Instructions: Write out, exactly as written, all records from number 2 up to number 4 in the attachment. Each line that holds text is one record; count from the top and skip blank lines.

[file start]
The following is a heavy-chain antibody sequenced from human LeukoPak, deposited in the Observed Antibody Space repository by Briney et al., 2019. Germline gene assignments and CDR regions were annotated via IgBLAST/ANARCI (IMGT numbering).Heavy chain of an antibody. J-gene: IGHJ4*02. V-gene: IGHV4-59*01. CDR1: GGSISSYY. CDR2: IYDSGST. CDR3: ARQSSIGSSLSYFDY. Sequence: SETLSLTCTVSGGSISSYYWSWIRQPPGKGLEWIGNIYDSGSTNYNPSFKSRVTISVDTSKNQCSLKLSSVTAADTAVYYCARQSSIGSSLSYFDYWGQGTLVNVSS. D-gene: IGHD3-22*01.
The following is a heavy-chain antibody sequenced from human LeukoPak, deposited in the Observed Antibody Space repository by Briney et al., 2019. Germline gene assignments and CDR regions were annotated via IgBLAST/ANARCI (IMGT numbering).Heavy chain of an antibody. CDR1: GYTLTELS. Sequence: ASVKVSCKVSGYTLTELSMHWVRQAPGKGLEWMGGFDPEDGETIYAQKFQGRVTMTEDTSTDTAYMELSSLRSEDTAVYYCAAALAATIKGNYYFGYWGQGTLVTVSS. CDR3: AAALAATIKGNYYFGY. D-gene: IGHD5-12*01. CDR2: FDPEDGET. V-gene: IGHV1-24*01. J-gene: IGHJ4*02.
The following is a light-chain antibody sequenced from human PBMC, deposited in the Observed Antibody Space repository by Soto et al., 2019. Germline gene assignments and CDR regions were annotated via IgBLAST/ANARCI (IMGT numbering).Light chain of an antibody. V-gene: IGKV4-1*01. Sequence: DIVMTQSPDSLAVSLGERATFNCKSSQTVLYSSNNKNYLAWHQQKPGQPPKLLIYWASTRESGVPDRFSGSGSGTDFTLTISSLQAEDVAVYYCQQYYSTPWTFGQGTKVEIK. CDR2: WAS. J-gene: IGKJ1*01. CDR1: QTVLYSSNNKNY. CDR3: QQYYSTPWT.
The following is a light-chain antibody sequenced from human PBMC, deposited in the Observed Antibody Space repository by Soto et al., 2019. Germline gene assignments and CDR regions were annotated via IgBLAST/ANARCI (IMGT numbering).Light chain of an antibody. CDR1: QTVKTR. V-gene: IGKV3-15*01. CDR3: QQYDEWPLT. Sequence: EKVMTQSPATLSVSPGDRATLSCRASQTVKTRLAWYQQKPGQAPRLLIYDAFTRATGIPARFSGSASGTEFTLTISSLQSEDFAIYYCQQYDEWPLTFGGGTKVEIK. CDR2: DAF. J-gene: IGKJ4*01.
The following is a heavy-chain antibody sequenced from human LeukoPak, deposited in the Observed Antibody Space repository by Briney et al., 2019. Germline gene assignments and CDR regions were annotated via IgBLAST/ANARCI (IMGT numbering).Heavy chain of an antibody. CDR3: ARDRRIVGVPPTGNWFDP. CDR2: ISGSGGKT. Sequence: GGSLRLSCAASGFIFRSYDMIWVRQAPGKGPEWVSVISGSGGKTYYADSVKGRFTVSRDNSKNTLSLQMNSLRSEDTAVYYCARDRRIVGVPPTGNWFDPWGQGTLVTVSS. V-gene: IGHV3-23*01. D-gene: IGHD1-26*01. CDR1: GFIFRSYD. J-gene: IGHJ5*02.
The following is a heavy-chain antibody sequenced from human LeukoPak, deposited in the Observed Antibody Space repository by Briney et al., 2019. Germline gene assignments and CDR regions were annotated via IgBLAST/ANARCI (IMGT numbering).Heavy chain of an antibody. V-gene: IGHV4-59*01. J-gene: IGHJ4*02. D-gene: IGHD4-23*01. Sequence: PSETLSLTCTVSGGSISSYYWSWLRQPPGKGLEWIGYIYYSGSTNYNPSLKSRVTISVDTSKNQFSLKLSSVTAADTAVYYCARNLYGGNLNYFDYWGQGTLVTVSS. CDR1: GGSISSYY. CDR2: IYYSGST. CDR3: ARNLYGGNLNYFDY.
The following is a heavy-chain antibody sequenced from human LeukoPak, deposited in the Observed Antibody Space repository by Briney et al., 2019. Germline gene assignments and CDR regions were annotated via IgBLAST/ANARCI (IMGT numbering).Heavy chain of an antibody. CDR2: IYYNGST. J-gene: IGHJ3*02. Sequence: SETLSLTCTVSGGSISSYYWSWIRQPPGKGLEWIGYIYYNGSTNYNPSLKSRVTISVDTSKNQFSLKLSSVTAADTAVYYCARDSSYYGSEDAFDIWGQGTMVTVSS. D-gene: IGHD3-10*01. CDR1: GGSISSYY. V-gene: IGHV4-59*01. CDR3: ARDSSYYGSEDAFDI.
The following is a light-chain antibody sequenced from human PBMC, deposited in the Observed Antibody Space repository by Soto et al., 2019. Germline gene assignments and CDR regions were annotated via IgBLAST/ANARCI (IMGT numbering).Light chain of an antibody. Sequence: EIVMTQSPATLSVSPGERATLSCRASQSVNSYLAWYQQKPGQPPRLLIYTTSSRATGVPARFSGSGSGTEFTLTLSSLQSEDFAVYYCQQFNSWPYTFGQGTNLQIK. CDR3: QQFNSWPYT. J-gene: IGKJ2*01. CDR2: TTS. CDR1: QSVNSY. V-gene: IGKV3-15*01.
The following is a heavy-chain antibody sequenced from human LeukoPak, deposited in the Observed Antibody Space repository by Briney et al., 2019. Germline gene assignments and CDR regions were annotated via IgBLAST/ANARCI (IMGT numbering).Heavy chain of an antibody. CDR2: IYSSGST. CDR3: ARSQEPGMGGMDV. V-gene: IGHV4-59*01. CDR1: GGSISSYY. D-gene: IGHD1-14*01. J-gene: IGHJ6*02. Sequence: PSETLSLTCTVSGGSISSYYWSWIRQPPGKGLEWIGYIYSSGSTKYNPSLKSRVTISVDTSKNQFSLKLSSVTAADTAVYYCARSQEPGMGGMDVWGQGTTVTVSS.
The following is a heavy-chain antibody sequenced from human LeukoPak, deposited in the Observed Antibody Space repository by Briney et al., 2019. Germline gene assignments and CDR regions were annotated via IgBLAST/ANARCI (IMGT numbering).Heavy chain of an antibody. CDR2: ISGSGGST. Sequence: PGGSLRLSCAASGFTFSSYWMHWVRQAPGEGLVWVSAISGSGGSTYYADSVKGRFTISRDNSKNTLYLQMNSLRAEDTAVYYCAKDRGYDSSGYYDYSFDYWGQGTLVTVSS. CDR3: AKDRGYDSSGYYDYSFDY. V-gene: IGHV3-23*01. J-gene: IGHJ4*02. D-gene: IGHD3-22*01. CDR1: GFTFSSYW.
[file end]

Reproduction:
The following is a heavy-chain antibody sequenced from human LeukoPak, deposited in the Observed Antibody Space repository by Briney et al., 2019. Germline gene assignments and CDR regions were annotated via IgBLAST/ANARCI (IMGT numbering).Heavy chain of an antibody. CDR1: GYTLTELS. Sequence: ASVKVSCKVSGYTLTELSMHWVRQAPGKGLEWMGGFDPEDGETIYAQKFQGRVTMTEDTSTDTAYMELSSLRSEDTAVYYCAAALAATIKGNYYFGYWGQGTLVTVSS. CDR3: AAALAATIKGNYYFGY. D-gene: IGHD5-12*01. CDR2: FDPEDGET. V-gene: IGHV1-24*01. J-gene: IGHJ4*02.
The following is a light-chain antibody sequenced from human PBMC, deposited in the Observed Antibody Space repository by Soto et al., 2019. Germline gene assignments and CDR regions were annotated via IgBLAST/ANARCI (IMGT numbering).Light chain of an antibody. V-gene: IGKV4-1*01. Sequence: DIVMTQSPDSLAVSLGERATFNCKSSQTVLYSSNNKNYLAWHQQKPGQPPKLLIYWASTRESGVPDRFSGSGSGTDFTLTISSLQAEDVAVYYCQQYYSTPWTFGQGTKVEIK. CDR2: WAS. J-gene: IGKJ1*01. CDR1: QTVLYSSNNKNY. CDR3: QQYYSTPWT.
The following is a light-chain antibody sequenced from human PBMC, deposited in the Observed Antibody Space repository by Soto et al., 2019. Germline gene assignments and CDR regions were annotated via IgBLAST/ANARCI (IMGT numbering).Light chain of an antibody. CDR1: QTVKTR. V-gene: IGKV3-15*01. CDR3: QQYDEWPLT. Sequence: EKVMTQSPATLSVSPGDRATLSCRASQTVKTRLAWYQQKPGQAPRLLIYDAFTRATGIPARFSGSASGTEFTLTISSLQSEDFAIYYCQQYDEWPLTFGGGTKVEIK. CDR2: DAF. J-gene: IGKJ4*01.